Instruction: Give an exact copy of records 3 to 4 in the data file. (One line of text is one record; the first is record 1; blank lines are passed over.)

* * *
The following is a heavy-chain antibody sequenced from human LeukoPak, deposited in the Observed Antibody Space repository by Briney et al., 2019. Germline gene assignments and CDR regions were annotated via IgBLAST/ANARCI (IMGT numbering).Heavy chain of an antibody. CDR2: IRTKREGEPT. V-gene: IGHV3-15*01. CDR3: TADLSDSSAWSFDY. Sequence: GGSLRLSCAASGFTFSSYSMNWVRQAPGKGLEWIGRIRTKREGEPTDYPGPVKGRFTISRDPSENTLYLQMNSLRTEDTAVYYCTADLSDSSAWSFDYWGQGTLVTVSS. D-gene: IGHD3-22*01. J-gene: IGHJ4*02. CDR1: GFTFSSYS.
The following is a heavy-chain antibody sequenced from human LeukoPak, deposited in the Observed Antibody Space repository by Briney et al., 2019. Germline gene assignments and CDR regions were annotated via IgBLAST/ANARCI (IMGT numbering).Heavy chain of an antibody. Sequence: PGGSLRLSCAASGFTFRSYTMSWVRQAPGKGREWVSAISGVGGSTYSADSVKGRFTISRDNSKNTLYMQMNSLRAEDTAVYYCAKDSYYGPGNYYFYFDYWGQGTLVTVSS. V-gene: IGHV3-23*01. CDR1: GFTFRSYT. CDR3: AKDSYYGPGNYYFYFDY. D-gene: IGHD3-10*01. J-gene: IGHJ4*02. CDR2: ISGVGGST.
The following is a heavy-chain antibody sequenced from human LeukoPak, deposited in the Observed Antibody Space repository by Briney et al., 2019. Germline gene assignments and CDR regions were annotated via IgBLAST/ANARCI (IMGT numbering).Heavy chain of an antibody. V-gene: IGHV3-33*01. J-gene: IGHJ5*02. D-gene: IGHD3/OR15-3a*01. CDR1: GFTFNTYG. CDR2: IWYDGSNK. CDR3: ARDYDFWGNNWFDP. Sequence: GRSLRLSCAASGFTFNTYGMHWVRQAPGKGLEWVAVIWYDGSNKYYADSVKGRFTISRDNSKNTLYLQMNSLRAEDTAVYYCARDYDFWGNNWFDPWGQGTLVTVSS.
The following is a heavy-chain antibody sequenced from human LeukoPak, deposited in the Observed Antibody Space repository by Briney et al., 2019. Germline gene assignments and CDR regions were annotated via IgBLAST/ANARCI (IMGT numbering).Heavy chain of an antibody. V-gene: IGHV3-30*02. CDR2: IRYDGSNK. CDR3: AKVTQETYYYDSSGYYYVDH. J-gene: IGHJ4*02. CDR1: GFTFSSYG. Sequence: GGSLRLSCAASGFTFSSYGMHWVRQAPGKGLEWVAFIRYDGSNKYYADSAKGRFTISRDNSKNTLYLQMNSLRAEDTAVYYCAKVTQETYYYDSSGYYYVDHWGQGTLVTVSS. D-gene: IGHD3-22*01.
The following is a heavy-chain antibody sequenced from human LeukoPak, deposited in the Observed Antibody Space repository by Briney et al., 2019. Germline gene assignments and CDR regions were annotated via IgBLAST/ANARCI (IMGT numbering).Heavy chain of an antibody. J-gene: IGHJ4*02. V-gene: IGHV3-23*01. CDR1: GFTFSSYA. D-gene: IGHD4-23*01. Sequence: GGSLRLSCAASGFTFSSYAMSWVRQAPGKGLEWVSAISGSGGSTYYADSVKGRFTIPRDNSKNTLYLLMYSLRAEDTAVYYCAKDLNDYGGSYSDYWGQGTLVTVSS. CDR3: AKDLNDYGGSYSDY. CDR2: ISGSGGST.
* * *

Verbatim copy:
The following is a heavy-chain antibody sequenced from human LeukoPak, deposited in the Observed Antibody Space repository by Briney et al., 2019. Germline gene assignments and CDR regions were annotated via IgBLAST/ANARCI (IMGT numbering).Heavy chain of an antibody. V-gene: IGHV3-33*01. J-gene: IGHJ5*02. D-gene: IGHD3/OR15-3a*01. CDR1: GFTFNTYG. CDR2: IWYDGSNK. CDR3: ARDYDFWGNNWFDP. Sequence: GRSLRLSCAASGFTFNTYGMHWVRQAPGKGLEWVAVIWYDGSNKYYADSVKGRFTISRDNSKNTLYLQMNSLRAEDTAVYYCARDYDFWGNNWFDPWGQGTLVTVSS.
The following is a heavy-chain antibody sequenced from human LeukoPak, deposited in the Observed Antibody Space repository by Briney et al., 2019. Germline gene assignments and CDR regions were annotated via IgBLAST/ANARCI (IMGT numbering).Heavy chain of an antibody. V-gene: IGHV3-30*02. CDR2: IRYDGSNK. CDR3: AKVTQETYYYDSSGYYYVDH. J-gene: IGHJ4*02. CDR1: GFTFSSYG. Sequence: GGSLRLSCAASGFTFSSYGMHWVRQAPGKGLEWVAFIRYDGSNKYYADSAKGRFTISRDNSKNTLYLQMNSLRAEDTAVYYCAKVTQETYYYDSSGYYYVDHWGQGTLVTVSS. D-gene: IGHD3-22*01.